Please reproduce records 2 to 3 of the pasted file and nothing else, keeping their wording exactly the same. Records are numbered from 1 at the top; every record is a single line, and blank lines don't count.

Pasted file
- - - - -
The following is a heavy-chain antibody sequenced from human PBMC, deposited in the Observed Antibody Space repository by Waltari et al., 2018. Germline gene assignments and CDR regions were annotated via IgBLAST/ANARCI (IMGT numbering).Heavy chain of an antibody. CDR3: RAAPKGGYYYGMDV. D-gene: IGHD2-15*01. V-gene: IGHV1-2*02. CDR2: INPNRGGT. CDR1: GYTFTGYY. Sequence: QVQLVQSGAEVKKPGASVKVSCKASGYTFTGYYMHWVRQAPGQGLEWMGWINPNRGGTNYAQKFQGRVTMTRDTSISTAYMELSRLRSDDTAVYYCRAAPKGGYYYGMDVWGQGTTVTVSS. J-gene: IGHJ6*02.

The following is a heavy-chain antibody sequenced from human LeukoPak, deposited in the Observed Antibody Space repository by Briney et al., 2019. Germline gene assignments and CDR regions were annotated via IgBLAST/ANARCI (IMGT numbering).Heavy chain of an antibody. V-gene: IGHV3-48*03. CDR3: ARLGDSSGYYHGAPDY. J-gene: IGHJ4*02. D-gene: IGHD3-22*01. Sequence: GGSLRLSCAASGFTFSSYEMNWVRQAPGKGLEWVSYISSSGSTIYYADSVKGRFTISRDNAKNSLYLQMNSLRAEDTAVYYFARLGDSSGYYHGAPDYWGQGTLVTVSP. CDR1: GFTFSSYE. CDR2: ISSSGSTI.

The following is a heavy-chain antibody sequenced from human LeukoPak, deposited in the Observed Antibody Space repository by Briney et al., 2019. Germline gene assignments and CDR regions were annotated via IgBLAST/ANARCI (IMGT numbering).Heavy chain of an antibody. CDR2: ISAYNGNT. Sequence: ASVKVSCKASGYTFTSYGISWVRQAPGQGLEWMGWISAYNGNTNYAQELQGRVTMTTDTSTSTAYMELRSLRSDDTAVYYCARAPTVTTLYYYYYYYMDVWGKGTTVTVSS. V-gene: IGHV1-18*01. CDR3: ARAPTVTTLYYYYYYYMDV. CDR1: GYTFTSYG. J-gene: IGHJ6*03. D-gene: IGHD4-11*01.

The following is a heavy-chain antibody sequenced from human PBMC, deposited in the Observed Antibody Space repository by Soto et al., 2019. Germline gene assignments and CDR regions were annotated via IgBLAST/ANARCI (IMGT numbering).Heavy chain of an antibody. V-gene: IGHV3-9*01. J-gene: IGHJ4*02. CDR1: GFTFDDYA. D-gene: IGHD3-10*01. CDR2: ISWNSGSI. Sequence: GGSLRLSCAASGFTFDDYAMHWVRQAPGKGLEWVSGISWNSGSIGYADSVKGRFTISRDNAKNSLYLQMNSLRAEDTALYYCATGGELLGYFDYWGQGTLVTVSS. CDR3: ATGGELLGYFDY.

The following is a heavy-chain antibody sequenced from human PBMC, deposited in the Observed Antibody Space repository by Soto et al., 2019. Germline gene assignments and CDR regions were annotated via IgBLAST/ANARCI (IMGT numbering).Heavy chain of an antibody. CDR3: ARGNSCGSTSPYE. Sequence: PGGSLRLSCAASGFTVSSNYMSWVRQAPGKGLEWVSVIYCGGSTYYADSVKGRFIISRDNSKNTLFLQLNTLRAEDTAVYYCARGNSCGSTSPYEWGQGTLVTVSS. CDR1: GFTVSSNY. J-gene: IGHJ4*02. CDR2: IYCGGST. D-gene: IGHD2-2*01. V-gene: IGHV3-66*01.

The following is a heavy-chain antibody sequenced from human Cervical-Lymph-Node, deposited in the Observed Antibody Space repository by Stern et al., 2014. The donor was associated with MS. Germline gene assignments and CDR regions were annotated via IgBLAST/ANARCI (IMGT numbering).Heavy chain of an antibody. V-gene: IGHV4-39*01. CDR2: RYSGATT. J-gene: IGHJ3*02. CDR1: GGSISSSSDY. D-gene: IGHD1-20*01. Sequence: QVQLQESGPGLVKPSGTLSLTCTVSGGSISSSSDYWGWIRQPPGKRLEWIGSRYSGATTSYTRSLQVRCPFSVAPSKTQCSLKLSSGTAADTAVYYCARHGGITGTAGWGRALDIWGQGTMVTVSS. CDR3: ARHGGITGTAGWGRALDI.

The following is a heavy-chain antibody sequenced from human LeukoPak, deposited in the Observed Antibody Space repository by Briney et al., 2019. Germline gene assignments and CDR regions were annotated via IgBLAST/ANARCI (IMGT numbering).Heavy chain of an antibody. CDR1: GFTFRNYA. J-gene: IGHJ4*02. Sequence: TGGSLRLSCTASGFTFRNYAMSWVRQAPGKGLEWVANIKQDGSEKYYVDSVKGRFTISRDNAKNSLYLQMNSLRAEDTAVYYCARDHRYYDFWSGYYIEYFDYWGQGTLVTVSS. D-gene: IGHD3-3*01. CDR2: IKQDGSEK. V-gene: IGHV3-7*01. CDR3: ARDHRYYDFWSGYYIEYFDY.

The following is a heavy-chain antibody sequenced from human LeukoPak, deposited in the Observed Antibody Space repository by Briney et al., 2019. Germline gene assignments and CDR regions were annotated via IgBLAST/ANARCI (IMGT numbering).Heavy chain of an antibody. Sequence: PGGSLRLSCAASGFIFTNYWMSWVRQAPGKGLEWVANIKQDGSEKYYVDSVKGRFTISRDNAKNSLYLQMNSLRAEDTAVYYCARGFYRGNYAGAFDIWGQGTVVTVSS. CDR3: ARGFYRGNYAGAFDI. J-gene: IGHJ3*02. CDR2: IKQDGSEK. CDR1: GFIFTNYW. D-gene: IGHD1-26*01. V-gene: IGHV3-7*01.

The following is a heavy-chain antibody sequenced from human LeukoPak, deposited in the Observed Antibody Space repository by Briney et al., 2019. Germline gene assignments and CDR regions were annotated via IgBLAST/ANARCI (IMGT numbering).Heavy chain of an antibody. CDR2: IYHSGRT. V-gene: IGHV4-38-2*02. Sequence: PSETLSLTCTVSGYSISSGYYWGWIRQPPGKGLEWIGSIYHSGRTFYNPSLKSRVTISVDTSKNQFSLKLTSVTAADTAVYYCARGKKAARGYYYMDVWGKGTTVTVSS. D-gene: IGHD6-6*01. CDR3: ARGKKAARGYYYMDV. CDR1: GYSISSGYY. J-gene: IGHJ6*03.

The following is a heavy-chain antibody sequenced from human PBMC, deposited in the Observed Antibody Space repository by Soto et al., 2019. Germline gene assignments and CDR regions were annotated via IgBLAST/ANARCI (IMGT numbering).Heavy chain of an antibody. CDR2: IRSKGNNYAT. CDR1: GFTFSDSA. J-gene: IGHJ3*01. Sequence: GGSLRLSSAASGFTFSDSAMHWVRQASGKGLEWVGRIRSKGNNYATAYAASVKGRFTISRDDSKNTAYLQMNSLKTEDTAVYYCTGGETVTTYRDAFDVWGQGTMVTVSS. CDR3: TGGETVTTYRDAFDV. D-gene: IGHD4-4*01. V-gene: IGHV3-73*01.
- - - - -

The following is a heavy-chain antibody sequenced from human LeukoPak, deposited in the Observed Antibody Space repository by Briney et al., 2019. Germline gene assignments and CDR regions were annotated via IgBLAST/ANARCI (IMGT numbering).Heavy chain of an antibody. V-gene: IGHV3-48*03. CDR3: ARLGDSSGYYHGAPDY. J-gene: IGHJ4*02. D-gene: IGHD3-22*01. Sequence: GGSLRLSCAASGFTFSSYEMNWVRQAPGKGLEWVSYISSSGSTIYYADSVKGRFTISRDNAKNSLYLQMNSLRAEDTAVYYFARLGDSSGYYHGAPDYWGQGTLVTVSP. CDR1: GFTFSSYE. CDR2: ISSSGSTI.

The following is a heavy-chain antibody sequenced from human LeukoPak, deposited in the Observed Antibody Space repository by Briney et al., 2019. Germline gene assignments and CDR regions were annotated via IgBLAST/ANARCI (IMGT numbering).Heavy chain of an antibody. CDR2: ISAYNGNT. Sequence: ASVKVSCKASGYTFTSYGISWVRQAPGQGLEWMGWISAYNGNTNYAQELQGRVTMTTDTSTSTAYMELRSLRSDDTAVYYCARAPTVTTLYYYYYYYMDVWGKGTTVTVSS. V-gene: IGHV1-18*01. CDR3: ARAPTVTTLYYYYYYYMDV. CDR1: GYTFTSYG. J-gene: IGHJ6*03. D-gene: IGHD4-11*01.